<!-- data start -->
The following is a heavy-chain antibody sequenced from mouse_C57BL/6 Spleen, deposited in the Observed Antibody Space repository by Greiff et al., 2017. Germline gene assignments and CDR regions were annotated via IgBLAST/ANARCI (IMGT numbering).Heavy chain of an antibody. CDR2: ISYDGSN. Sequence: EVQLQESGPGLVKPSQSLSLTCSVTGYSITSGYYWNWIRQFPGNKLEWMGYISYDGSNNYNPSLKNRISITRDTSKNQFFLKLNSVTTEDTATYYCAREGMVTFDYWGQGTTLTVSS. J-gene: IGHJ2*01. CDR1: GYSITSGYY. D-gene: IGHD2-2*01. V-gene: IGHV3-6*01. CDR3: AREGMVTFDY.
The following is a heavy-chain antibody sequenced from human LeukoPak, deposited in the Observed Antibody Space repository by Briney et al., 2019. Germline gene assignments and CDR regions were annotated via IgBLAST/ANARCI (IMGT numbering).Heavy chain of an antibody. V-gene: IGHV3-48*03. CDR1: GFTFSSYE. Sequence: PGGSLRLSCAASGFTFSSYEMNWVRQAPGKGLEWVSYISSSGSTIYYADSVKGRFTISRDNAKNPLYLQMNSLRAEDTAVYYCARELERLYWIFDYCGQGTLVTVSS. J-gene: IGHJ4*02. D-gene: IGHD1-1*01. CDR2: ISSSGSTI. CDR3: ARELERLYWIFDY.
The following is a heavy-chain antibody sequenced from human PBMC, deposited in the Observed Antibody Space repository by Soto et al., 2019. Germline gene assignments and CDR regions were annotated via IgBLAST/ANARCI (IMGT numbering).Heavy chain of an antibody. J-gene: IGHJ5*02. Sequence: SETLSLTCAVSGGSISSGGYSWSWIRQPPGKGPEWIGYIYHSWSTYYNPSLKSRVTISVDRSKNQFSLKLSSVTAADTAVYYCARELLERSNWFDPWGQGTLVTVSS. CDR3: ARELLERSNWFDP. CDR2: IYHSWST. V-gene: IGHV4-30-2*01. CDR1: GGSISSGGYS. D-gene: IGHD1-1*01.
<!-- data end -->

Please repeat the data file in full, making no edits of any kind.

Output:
The following is a heavy-chain antibody sequenced from mouse_C57BL/6 Spleen, deposited in the Observed Antibody Space repository by Greiff et al., 2017. Germline gene assignments and CDR regions were annotated via IgBLAST/ANARCI (IMGT numbering).Heavy chain of an antibody. CDR2: ISYDGSN. Sequence: EVQLQESGPGLVKPSQSLSLTCSVTGYSITSGYYWNWIRQFPGNKLEWMGYISYDGSNNYNPSLKNRISITRDTSKNQFFLKLNSVTTEDTATYYCAREGMVTFDYWGQGTTLTVSS. J-gene: IGHJ2*01. CDR1: GYSITSGYY. D-gene: IGHD2-2*01. V-gene: IGHV3-6*01. CDR3: AREGMVTFDY.
The following is a heavy-chain antibody sequenced from human LeukoPak, deposited in the Observed Antibody Space repository by Briney et al., 2019. Germline gene assignments and CDR regions were annotated via IgBLAST/ANARCI (IMGT numbering).Heavy chain of an antibody. V-gene: IGHV3-48*03. CDR1: GFTFSSYE. Sequence: PGGSLRLSCAASGFTFSSYEMNWVRQAPGKGLEWVSYISSSGSTIYYADSVKGRFTISRDNAKNPLYLQMNSLRAEDTAVYYCARELERLYWIFDYCGQGTLVTVSS. J-gene: IGHJ4*02. D-gene: IGHD1-1*01. CDR2: ISSSGSTI. CDR3: ARELERLYWIFDY.
The following is a heavy-chain antibody sequenced from human PBMC, deposited in the Observed Antibody Space repository by Soto et al., 2019. Germline gene assignments and CDR regions were annotated via IgBLAST/ANARCI (IMGT numbering).Heavy chain of an antibody. J-gene: IGHJ5*02. Sequence: SETLSLTCAVSGGSISSGGYSWSWIRQPPGKGPEWIGYIYHSWSTYYNPSLKSRVTISVDRSKNQFSLKLSSVTAADTAVYYCARELLERSNWFDPWGQGTLVTVSS. CDR3: ARELLERSNWFDP. CDR2: IYHSWST. V-gene: IGHV4-30-2*01. CDR1: GGSISSGGYS. D-gene: IGHD1-1*01.